The sacrifices are many, but for Carmen and Raffaela Di Paola, the rewards are far greater.

It’s a sight they’ve taken in for dozens of years, a bird’s-eye view of dozens of retired Thoroughbreds strolling peacefully about their 73-acre farm in Schomberg, Ontario.

“Horses, in a way, have become a major part of our lives,” said Carmen Di Paola, who races the family horses under the nom du course York Tech Racing Stable. “We bred a lot of the horses ourselves. It takes consistency and hard work to maintain the daily routine that the horses require. We all work hard to keep our horses healthy and content every day. For us, it’s a way of life. There’s just something about the animals that keeps us getting up every morning knowing it all starts again. There’s something about the small moments; of foaling a new baby horse together, watching our kids, riding our retired horses, and truly enjoying the energy they bring to our lives. It takes sacrifice, as anything worth doing does. But to us it’s always worth it.”

There’s never been a moment where it hasn’t been for the Di Paolas, who have been married 37 years and together for 47.

When they speak of their successes in horse racing, the couple can point to a number of their stars over the years.

One for Jack, an Ontario-bred son of Mutakddim, made 50 starts and earned $172,542 (U.S.). Others, like D’s Perfect Soul, D’s Ben and D Magician, have all produced wins for the Di Paolas. D’s Wando, a horse they co-owned with D’s Stable and Riviera Racing Stable, contested the 2010 Queen’s Plate.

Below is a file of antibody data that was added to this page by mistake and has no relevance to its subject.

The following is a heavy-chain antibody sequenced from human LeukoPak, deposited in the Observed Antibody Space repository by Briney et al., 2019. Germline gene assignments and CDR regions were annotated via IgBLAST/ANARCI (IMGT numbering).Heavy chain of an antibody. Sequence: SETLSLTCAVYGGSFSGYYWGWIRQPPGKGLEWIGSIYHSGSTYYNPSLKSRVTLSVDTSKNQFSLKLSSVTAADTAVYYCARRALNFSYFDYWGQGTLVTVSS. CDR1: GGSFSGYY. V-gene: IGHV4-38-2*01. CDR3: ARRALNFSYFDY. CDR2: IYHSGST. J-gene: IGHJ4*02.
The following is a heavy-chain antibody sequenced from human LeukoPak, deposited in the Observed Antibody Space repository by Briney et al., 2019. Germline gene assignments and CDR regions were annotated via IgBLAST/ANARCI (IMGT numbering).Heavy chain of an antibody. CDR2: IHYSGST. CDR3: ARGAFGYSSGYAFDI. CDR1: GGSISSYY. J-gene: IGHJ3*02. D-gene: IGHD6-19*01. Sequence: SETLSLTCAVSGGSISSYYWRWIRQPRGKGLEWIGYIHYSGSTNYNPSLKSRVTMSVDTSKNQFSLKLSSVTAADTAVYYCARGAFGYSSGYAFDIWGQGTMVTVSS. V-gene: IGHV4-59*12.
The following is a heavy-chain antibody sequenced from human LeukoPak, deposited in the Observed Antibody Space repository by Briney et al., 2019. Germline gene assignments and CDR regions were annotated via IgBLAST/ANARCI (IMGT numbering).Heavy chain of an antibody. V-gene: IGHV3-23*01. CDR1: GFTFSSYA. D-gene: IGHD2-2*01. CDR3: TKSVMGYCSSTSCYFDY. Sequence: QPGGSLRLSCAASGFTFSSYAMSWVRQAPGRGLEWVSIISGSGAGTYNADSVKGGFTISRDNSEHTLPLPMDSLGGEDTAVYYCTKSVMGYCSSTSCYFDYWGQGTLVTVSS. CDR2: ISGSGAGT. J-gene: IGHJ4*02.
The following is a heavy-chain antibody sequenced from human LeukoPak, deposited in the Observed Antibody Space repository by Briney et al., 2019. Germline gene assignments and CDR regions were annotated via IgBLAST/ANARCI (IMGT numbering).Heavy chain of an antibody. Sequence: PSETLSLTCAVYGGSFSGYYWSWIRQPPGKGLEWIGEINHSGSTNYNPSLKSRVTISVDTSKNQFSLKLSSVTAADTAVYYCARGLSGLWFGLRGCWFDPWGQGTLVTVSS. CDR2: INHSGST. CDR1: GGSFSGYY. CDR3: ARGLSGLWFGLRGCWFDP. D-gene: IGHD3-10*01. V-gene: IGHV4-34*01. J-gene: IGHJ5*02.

D Magician, a bay son of Magician, holds special meaning for the Di Paolas.

The bay, bred by Raffaela, won a grand total of one race in 15 appearances, the victory coming in his second start in October 2018.

Despite the lack of success on the racetrack, the gelding became a favourite of the Di Paolas early on in his life.

His racing career over, D Magician, now five, is enjoying his life on the farm.

He beat the odds to get there.

D Magician

“All of the horses that we retired after racing are special to us.” said Raffaela. “If we had to choose one in particular, we would say D Magician. He was a sweetheart right from the day he was born and showed a lot of promise as a 2-year old. After winning a race as a 2-year-old we were offered a great deal of money for him and decided not to sell. D Magician has undergone a few surgeries, one of which was colic surgery… we weren’t sure he would recover from it. Surgeries take a toll on you emotionally. We only want the best for our horses. The night of the colic surgery was an emotional one.

“He made it out of the surgery, but the road to recovery was a long one, where we had to be a major part of his healing process. He will always have a place on our farm and in our hearts. We’ve been through a lot together and we love him.”

It’s a perfect example of why any recollections of Di Paola runners racing across the line first are matched by the images of those very same equine athletes walking around an open field on their property.

“When one of your horses wins a race, it’s extremely satisfying,” said Carmen. “Any time it happens, it’s a great feeling. But your connection with them doesn’t end once their racing career does. They become part of the family. Each of them has their own unique personality, which the family gets attached to. Being able to give a racehorse that has given its all on the track a relaxing life with lots of company is fulfilling. These animals love to run.